Weekly Dispatch, August 26th, 2020
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St. John's Weekly Dispatch, v. 2

St. John's Schedule

A Message from Fr. Bryan

Dear Friends in Christ,

This Sunday I will resume my series on prayer by focusing on "The Prayer of Humble Access," which we say each week during our celebration of the Eucharist. This prayer is widely considered to be one of the Crown Jewels of the Anglican liturgy. Based on several ancient sources, it was written by Thomas Cranmer. You will certainly recognize it, and many of you likely have it memorized:

We do not presume to come to this your table, O merciful Lord, trusting in our own righteousness, but in your abundant and great mercies. We are not worthy so much as to gather up the crumbs under your table; but you are the same Lord whose character is always to have mercy. Grant us, therefore, gracious Lord, so to eat the flesh of your dear Son Jesus Christ, and to drink his blood, that our sinful bodies may be made clean by his body, and our souls washed through his most precious blood,
and that we may evermore dwell in him, and he in us.  Amen.

The prayer reminds us of several profound truths. First, we are not reconciled to God based on our own righteousness, but only because of God's loving mercy. Second, the whole eucharistic liturgy presumes that God himself is the gracious host of our gathering. He has called us together, and he has invited us to dine at his table. When we come forward to receive his body and blood, God is the giver of these gifts, so let's never presume otherwise. I look forward to exploring some of these truths more fully on Sunday.

Please also notice that I've scheduled a bi-weekly men's bible study for Tuesday nights, beginning on October 6th. One of the primary reasons for "men's" and "women's" studies, by the way, is that it enables parents of young children to cover childcare each week. The lectionary will take us through 1 Thessalonians beginning in mid-October, so our men's study will begin with this little book, which was most likely the first of Paul's letters and, therefore, the first New Testament text written after the resurrection of Jesus Christ. Douglas Farrow has said of this little book, that it set the agenda for all of Pauls letters and, in many ways, the whole of the New Testament elucidates its content. If you want to begin preparing for this study, I recommend this little study guide, which will keep us grounded in the text itself.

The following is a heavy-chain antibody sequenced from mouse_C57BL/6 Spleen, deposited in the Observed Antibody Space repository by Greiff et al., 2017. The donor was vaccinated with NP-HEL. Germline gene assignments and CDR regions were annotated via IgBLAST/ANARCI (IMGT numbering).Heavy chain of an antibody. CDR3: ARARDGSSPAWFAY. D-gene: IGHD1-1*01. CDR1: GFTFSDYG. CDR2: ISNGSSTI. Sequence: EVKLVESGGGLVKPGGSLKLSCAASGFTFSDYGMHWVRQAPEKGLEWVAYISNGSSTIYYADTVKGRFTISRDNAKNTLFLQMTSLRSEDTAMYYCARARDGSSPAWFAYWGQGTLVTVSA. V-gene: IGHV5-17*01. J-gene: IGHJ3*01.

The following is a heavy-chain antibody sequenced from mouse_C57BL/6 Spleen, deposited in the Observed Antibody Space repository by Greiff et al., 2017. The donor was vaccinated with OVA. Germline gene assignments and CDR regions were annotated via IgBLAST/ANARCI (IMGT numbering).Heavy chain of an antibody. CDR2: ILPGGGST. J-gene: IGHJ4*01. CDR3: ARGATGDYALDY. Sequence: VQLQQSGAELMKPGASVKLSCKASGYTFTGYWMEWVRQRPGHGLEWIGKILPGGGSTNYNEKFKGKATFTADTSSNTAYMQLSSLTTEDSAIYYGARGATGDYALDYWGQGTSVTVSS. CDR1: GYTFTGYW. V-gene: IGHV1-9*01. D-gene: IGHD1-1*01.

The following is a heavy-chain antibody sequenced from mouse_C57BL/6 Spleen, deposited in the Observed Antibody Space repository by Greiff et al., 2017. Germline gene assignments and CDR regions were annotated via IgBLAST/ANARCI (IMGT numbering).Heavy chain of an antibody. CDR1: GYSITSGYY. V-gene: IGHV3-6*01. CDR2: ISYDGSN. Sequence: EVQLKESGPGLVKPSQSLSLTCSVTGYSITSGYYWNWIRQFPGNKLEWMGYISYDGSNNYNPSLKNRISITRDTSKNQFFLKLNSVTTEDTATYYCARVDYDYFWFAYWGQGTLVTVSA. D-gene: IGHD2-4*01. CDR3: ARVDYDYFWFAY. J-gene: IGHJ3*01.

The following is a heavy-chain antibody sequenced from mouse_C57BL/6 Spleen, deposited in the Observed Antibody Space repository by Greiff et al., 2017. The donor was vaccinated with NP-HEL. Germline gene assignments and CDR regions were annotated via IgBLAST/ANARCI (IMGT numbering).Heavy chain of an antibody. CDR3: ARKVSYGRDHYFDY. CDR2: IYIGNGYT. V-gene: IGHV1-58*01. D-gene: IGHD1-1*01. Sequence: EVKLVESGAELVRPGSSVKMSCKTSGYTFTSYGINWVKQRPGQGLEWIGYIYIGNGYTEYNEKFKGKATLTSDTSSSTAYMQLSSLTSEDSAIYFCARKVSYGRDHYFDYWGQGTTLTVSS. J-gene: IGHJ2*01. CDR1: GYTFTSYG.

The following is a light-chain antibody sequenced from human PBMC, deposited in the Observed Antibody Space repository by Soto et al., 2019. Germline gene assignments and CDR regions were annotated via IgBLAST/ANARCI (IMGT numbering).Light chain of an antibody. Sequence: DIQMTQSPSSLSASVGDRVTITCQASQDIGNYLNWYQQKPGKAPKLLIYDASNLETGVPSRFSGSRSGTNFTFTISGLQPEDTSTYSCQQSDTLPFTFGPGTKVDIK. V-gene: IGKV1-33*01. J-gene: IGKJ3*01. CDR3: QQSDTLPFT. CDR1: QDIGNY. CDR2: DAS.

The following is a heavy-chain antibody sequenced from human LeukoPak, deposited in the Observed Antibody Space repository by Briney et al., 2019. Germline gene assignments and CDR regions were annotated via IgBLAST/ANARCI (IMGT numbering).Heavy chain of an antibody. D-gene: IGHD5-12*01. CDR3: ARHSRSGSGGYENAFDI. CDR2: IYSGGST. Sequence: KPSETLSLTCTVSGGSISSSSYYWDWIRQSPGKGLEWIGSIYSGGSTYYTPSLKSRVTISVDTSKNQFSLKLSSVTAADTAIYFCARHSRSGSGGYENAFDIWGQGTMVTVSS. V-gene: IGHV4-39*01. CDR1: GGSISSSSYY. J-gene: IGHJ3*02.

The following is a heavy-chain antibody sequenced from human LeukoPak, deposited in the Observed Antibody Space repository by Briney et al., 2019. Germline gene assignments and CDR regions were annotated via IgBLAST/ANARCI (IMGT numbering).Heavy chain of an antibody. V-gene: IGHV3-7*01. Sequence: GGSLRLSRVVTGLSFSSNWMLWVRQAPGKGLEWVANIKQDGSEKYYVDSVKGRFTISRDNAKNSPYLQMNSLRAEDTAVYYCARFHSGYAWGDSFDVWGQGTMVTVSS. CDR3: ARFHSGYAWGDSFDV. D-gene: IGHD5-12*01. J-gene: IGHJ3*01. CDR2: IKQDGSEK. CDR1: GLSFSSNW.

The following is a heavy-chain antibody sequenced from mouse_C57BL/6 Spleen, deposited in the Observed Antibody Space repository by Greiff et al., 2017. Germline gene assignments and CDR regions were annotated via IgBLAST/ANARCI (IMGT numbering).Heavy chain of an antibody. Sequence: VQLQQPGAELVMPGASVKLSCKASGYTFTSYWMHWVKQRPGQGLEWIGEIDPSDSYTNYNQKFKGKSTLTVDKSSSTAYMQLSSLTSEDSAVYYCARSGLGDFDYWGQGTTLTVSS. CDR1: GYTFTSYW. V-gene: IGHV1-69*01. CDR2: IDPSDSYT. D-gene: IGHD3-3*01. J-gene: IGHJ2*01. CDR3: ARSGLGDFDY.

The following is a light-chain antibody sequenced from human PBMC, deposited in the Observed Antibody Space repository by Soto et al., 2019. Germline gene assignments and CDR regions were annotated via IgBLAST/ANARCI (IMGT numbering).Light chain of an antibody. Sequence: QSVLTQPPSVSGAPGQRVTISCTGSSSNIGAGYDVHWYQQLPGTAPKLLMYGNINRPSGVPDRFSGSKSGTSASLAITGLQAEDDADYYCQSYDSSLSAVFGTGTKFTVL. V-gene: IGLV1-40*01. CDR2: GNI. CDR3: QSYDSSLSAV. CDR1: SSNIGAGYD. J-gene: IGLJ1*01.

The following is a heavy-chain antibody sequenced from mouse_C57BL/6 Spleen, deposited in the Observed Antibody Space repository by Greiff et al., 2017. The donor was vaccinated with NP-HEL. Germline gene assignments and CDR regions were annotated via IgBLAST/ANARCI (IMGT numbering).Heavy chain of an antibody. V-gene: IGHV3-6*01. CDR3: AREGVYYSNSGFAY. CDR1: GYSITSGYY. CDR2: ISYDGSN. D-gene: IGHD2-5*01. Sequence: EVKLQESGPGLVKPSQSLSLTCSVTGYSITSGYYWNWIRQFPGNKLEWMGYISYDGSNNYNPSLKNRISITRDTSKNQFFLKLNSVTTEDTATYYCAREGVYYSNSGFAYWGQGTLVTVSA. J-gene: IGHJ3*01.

Finally, as I've been doing each week, I'll recommend an essay that I've found helpful. Robert Wilken is among my favorite scholars of the early church, and in this classic little essay from First Things, he recommends that we pay attention to the early christians if we want to interpret the Bible rightly.

I look forward to seeing you all soon.

Grace & Peace,

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    "Assurances of Christ's Church," David Beer

    A message from the series "Sermons from Lectionary Texts." Dr. David Beer, political science professor at Malone University, preaches on the rightful builder of Christ's Church, namely, Christ himself, as well as the assurances this provides to the body of believers who make up this church, at St. John's Anglican Church in North Canton, Ohio.

    Read more

    The Daily Office

    Interested in a simple way to pray the daily office from the Book of Common Prayer? Follow this link for text and audio versions of morning, noon, and evening prayer. The site is hosted by our friend, Fr. Michael Jarrett.

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